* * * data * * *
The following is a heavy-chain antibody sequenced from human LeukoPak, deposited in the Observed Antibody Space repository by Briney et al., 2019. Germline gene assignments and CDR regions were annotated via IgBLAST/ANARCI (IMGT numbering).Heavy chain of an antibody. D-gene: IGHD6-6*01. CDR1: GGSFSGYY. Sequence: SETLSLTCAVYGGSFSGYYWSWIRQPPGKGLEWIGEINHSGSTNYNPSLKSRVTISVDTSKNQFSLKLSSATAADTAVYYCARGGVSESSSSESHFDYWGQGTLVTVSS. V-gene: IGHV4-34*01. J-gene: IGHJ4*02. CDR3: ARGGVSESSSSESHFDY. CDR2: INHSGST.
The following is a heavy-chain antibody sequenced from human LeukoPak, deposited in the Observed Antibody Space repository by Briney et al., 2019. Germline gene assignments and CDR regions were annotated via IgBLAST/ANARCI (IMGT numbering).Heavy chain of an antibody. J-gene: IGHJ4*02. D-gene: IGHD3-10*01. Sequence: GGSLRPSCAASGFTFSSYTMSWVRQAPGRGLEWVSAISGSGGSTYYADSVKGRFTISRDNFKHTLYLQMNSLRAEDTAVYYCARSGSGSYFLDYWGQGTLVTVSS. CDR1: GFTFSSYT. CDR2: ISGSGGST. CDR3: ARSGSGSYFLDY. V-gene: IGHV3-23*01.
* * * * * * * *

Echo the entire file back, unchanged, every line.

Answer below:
The following is a heavy-chain antibody sequenced from human LeukoPak, deposited in the Observed Antibody Space repository by Briney et al., 2019. Germline gene assignments and CDR regions were annotated via IgBLAST/ANARCI (IMGT numbering).Heavy chain of an antibody. D-gene: IGHD6-6*01. CDR1: GGSFSGYY. Sequence: SETLSLTCAVYGGSFSGYYWSWIRQPPGKGLEWIGEINHSGSTNYNPSLKSRVTISVDTSKNQFSLKLSSATAADTAVYYCARGGVSESSSSESHFDYWGQGTLVTVSS. V-gene: IGHV4-34*01. J-gene: IGHJ4*02. CDR3: ARGGVSESSSSESHFDY. CDR2: INHSGST.
The following is a heavy-chain antibody sequenced from human LeukoPak, deposited in the Observed Antibody Space repository by Briney et al., 2019. Germline gene assignments and CDR regions were annotated via IgBLAST/ANARCI (IMGT numbering).Heavy chain of an antibody. J-gene: IGHJ4*02. D-gene: IGHD3-10*01. Sequence: GGSLRPSCAASGFTFSSYTMSWVRQAPGRGLEWVSAISGSGGSTYYADSVKGRFTISRDNFKHTLYLQMNSLRAEDTAVYYCARSGSGSYFLDYWGQGTLVTVSS. CDR1: GFTFSSYT. CDR2: ISGSGGST. CDR3: ARSGSGSYFLDY. V-gene: IGHV3-23*01.